Government plans to scrap free NHS prescriptions for those over the age of 60 could come into force as soon as April, and the current £9.35 charge could increase at the same time, a financial expert has warned.
The move would hit millions of older people in England who have been getting their NHS prescriptions free of charge, but may soon have to pay for them – and face a higher cost than those who were previously paying.
Sarah Coles, senior personal finance analyst at Hargreaves Lansdown, said the double blow for over-60s could come amid increases in National Insurance, energy bill costs, income tax, rail fares and council tax.
‘Most financial developments will leave us worse off’
In 2021, the government said it was planning to shift the age entitled to free prescriptions from 60 to 66, in line with the state pension age, while arguing many people would otherwise be offered the help whilst staying employed and affording the costs.
Coles said the plans may come into force as soon as 1 April, when prescription charges usually increase, according to The Express.
She said: “At the moment there’s no charge for over 60s but that could soon change. If it does, it would drag millions of people into having to pay for essential medicines.”
“2022 is a year of change, but not in a good way. Most of the financial developments in the pipeline will leave us worse off.”
Prescription charges have already risen in line with inflation in April last year, from £9.15 to £9.35 and, according to the Prescription Charges Coalition, the charge could hit £10.15 by 2025 if things continue as they are.
Prescription cost hikes under Tory rule
Over the past decade of Tory rule, the cost of prescriptions have increased by 26.4 per cent, according to Chemist4U.
And although people with serious conditions can save money by buying a prescription prepayment certificate for £108.10 a year, the PPC may also increase with inflation.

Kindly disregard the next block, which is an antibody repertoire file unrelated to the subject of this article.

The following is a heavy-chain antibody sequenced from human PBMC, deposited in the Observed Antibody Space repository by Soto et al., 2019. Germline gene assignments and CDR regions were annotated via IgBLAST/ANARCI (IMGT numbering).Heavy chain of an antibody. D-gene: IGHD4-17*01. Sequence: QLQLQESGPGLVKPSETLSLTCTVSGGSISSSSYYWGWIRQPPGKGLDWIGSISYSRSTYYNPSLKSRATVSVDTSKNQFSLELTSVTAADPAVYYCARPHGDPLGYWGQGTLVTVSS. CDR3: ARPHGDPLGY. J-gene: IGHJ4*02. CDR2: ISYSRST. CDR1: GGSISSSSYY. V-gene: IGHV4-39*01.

Age UK has labelled government plans to lower the age of paid-for prescriptions to 60 in England as a “bitter pill to swallow for millions” – and director Caroline Abrahams highlighted prescriptions are free for everyone in Scotland and Wales.
Brexit promise on energy bills VAT cut
The prime minister rejected calls for VAT to be removed, arguing it is not the best way to help those who struggle with rising energy costs, and labelling its removal as “a blunt instrument”.
At the same time, he claimed he is not ruling out other measures – but did not say what those might be.
Despite not seeming keen to cut VAT, he took the opportunity to say this week that leaving the EU means the UK can now set its own VAT rates.
“It’s slightly paradoxical that this is now being campaigned for by people who actually wanted to remain in the EU and still do when it would be impossible to deliver within the EU,” he said.
Whilst arguing against slashing the tax, he said: “The difficulty is that you end up also cutting fuel bills for a lot of people who perhaps don’t need the support in quite the direct way that we need to give it.”